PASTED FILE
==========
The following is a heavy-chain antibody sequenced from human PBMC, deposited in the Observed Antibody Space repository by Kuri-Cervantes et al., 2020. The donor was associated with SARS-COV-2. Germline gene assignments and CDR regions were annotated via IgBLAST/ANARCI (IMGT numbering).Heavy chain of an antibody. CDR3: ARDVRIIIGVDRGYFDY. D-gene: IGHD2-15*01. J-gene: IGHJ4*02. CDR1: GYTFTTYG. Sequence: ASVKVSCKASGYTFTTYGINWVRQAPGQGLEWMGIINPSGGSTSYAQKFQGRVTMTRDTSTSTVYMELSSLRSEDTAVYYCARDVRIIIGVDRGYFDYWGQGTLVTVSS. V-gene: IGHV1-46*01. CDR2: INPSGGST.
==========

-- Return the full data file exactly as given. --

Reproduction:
The following is a heavy-chain antibody sequenced from human PBMC, deposited in the Observed Antibody Space repository by Kuri-Cervantes et al., 2020. The donor was associated with SARS-COV-2. Germline gene assignments and CDR regions were annotated via IgBLAST/ANARCI (IMGT numbering).Heavy chain of an antibody. CDR3: ARDVRIIIGVDRGYFDY. D-gene: IGHD2-15*01. J-gene: IGHJ4*02. CDR1: GYTFTTYG. Sequence: ASVKVSCKASGYTFTTYGINWVRQAPGQGLEWMGIINPSGGSTSYAQKFQGRVTMTRDTSTSTVYMELSSLRSEDTAVYYCARDVRIIIGVDRGYFDYWGQGTLVTVSS. V-gene: IGHV1-46*01. CDR2: INPSGGST.